In Thy presence is fullness of joy; at Thy right hand there are pleasures for evermore.@Psalm 16:11

Charles Wesley, Hymns and Sacred Poems 1749.

Comfort (Toronto) anonymous, in the Methodist Hymn and Tune Book (Toronto, Canada: Methodist Book and Publishing House, 1895), number 351 (🔊 pdf nwc).

A hymn with an extraordinary history of blessing ever since it was written. How it can be used, an incident in Joseph Entwisle’s Memoir may show. He was anxiously seeking the pardoning mercy of God, when a pious young man said to him, as they were walking together along Moseley Street, Manchester, on their way to the chapel at Birchin Lane, Joseph, I will read you a hymn which those of us sing who know our sins forgiven. He then opened his hymn-book, and read the beautiful hymn on adoption, beginning My God, I am Thine. He was much struck with it, not having heard or read it before; and expressed an ardent desire to be enabled to adopt its language as descriptive of his own experience. He was much encouraged by the assurance given him by his pious friend, who lived in the personal enjoyment of this blessing, that he might soon attain it, and be enabled from happy experience to sing the hymn with him.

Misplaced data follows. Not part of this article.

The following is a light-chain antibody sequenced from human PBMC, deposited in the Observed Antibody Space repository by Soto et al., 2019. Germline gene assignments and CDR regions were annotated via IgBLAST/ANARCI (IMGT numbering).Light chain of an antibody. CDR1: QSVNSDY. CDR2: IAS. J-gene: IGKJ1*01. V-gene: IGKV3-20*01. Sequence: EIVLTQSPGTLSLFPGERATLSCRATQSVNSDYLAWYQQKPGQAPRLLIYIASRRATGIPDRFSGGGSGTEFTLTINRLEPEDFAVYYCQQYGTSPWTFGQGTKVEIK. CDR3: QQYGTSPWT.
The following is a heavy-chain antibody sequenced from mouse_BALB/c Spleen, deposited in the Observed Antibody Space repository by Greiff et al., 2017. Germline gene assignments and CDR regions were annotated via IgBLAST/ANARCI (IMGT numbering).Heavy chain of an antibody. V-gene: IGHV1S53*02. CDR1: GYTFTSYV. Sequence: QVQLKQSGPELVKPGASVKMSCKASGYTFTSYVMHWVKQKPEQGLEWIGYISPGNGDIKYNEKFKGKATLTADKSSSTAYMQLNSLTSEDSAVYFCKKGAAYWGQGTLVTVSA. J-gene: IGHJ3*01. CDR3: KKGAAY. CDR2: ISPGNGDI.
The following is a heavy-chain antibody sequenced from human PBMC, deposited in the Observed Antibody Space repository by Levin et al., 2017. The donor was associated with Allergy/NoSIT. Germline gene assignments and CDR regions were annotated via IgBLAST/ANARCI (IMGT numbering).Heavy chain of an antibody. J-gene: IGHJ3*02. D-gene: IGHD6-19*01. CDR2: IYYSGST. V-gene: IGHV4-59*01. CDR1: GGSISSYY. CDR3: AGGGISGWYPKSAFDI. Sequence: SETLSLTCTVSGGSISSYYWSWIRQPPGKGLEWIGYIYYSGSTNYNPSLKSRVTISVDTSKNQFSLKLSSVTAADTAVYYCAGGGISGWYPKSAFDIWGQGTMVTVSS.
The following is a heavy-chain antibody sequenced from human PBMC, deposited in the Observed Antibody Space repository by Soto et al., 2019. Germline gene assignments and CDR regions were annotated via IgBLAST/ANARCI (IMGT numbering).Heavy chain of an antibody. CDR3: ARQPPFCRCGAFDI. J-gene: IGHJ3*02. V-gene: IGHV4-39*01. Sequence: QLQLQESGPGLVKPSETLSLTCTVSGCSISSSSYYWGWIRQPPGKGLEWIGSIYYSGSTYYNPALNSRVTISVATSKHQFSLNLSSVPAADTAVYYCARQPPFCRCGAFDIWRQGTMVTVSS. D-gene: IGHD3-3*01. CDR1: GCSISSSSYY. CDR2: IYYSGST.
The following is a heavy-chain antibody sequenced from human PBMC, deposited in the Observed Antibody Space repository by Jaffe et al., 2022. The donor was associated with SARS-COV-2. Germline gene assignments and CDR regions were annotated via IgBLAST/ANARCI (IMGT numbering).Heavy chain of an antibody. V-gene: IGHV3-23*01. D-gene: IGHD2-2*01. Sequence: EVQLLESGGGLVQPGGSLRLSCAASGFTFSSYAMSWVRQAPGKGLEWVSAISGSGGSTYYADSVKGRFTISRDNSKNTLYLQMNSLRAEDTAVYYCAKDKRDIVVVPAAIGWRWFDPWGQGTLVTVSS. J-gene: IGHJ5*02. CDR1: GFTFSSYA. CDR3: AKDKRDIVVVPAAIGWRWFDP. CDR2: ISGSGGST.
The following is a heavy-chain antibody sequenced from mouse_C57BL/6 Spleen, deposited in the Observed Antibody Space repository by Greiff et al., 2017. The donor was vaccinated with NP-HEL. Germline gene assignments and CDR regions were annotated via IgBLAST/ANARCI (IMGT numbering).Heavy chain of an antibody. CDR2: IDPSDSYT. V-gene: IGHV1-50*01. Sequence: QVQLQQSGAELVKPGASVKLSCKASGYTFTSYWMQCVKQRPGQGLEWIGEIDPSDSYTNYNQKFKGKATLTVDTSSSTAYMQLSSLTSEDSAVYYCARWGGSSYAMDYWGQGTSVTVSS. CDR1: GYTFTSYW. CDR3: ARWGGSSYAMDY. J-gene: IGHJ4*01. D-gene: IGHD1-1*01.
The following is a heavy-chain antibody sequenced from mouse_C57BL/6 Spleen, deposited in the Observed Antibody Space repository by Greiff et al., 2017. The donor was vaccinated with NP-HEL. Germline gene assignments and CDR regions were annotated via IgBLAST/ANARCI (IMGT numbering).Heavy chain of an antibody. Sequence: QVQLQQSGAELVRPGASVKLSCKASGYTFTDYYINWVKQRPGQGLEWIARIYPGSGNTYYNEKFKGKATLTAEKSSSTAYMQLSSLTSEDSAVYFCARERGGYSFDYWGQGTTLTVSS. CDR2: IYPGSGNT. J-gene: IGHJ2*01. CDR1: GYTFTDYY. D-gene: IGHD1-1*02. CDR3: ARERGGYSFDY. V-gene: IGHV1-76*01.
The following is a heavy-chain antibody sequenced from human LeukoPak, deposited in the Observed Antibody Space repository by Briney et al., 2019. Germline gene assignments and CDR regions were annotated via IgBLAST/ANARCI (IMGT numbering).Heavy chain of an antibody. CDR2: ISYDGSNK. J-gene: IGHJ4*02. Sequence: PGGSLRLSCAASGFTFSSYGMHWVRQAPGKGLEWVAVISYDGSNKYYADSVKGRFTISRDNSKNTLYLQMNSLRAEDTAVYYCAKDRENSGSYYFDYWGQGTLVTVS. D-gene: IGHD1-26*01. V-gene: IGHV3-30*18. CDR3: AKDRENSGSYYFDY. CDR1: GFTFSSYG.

Telford, pp. 237–38

Charles Wesley (1707–1788)

My God, I am Thine, what a comfort divine,
What a blessing to know that my Jesus is mine!
In the heavenly Lamb thrice happy I am,
And my heart it doth dance at the sound of His name.

True pleasures abound in the rapturous sound;
And whoever hath found it hath paradise found:
My Jesus to know, and feel His blood flow,
’Tis life everlasting, ’tis Heaven below.

Yet onward I haste to the heavenly feast:
That, that is the fulness; but this is the taste!
And this I shall prove, till with joy I remove
To the heaven of heavens in Jesus’ love.